by Douglas Bruton
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Pub Date 01 Oct 2021 | Archive Date 03 Aug 2021
A Note From the Publisher
This title is part of the Fairlight Moderns collection.
'It is a story, unlike our ability to see colour, that haunts and intensifies rather than diminishes with time.' —Carmen Marcus, author of How Saints Die
'The novel—and the magic blue Tekhelet thread that stitches it together—will stay with readers forever, leaving them in a more beautiful and coincidental world.' —Julia Nemirovskaya, poet, playwright and writer
'This is a wonderful novella - not a word is wasted.' —Julie Corbin, author of A Lie For A Lie
'Seductively original, linguistically daring, almost dangerously immersive - with Blue Postcards, Douglas Bruton continues to build a deserved reputation as one of our most skilful story-tellers. A real delight.' —Stephen May, author of the Costa shortlisted Life! Death! Prizes!
Average rating from 12 members
“Fairlight Moderns”, Fairlight Books’ series of “new short modern fictions from around the world” is putting the novella on the map of contemporary literature. The previous sets of titles in the series, published in 2018 and 2019, were ample proof that this literary form could fit a variety of genres and settings, and could also leave room for experimentation in subject and form. Amongst several crackers which debuted as Fairlight Moderns one could mention Bottled Goods by Sophie van Llewyn, a magical-realist “novella-in-flash” set in 1970s Communist Romania which went on to be longlisted for The Women’s Prize for Fiction, The Republic of Consciousness Prize and The People’s Book Prize and which was eventually reissued in the US by HarperCollins to further critical acclaim.
Another clutch of Fairlight Modern titles is being published in 2021. Of these, I have just read Blue Postcards by Douglas Bruton and I am pleased to report that, if this novella is anything to go by, the forthcoming set of Moderns is as exciting as what has come before. Blue Postcards combines literary experimentation with good old storytelling and shows that innovative fiction can also be entertaining.
In a slim volume, Bruton weaves together three different storylines. The main narrative is, intriguingly, a mostly non-fictional account of the career of Yves Klein. Klein was an avant-garde artist fixated with the colour blue, who startled the art world with his all-blue paintings and “performance art” events (including the use of “human paintbrushes” - female models daubed in blue creating art… in blue). Although not primarily known as a musician or composer, Klein also created the John-Cage-like “Monotone Symphony”, in which musicians play one note continuously for forty minutes. As far as the Klein segments are concerned, Bruton adopts a Sebaldian approach, relying heavily on factual, historical events with a sprinkle of authorial imagination. This seems to be the in-thing at the moment. One thinks, for instance, of Labatut’s When We Cease to Understand the World which, incidentally, also features the colour “blue”.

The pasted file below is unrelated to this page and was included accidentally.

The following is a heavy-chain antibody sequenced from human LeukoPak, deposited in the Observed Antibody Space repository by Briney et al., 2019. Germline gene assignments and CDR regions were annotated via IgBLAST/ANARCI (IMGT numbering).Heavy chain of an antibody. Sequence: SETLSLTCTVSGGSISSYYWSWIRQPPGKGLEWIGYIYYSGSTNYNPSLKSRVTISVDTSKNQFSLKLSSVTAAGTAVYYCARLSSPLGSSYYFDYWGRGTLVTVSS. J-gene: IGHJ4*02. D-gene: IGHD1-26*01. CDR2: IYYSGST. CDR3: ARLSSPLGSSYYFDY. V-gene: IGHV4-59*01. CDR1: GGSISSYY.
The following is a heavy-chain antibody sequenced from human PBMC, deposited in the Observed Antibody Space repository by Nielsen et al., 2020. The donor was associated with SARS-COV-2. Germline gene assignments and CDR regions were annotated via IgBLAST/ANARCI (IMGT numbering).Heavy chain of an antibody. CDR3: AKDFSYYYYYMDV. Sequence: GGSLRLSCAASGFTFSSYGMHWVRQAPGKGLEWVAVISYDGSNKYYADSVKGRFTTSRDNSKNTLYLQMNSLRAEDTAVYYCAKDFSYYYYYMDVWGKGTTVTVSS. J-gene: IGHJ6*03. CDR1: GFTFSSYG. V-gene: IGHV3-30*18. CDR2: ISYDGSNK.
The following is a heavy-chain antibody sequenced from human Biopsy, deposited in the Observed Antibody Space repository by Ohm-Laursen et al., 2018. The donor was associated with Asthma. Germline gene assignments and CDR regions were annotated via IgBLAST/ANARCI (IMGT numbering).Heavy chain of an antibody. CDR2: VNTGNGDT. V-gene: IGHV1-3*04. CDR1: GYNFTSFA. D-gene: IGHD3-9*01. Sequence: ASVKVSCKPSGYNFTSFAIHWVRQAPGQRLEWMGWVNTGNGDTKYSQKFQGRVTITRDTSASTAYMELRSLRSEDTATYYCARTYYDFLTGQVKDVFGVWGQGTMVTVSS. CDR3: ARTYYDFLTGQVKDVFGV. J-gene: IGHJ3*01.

The second strand in the novella is the tale of a tailor (whose clients include Yves Klein) and the tailor’s experiences of antisemitism in the years leading to the Second World War. What brings everything together is what might be considered the “frame story”. This is set in contemporary France and its protagonist is the narrator of the novella, who discovers love whilst seeking Yves Klein memorabilia. In a postmodern move, the narrator himself suggests that this sentimental tale in the shadows of the Tour Eiffel is a product of his imagination, leading us to question the truth of all that we have read. The thin line between reality and make-believe was, after all, one of the themes of Yves Klein’s output. This is exemplified, for instance, in the series of photomontages known as “Leap into the Void” (referenced in Bruton’s novella), which cleverly show Klein in gravity-defying flight.
If this all sounds rather convoluted, just wait until I tell you that Bruton’s novella is made of exactly 500 numbered paragraphs, all of which contain at least one mention of the word “blue”.
On paper all this might appear rather dry and contrived. But fear not – it works, and brilliantly. Blue Postcards is a novella which is structurally original and ambitious and, at the same time, a heart-warming read.
I have blue on my mind, totally. Recently I read Benjamin Labatut's 'When We Cease to Understand the World' and now this one. So yes, surrounded by blue and loving it.
Bruton weaves a blue thread through his people and their stories, dipping in different spaces and different times so we do not have a linear still life, but rather a box where we meet his people at different times, doing different things but the blue thread joins it all. Well sometimes it breaks but then we get another blue thread and continue.
We meet Yves Klein, who really, really liked blue. We meet careful, lonely Henri and his angel, the narrator and his Michelle and the swallows of course and also we meet blue, the colour, the mood, the feeling.......
Quietly written but the feelings come out strong because they do not need bravado, they just need to show a little here and a little there and as Bruton says the perspective than changes, the story changes and as it changes in the book, it does in our reality, a missed word here and an extra one there changes the story completely.
<i>An ARC gently provided by the author/publisher via Netgalley in return for a review</i>
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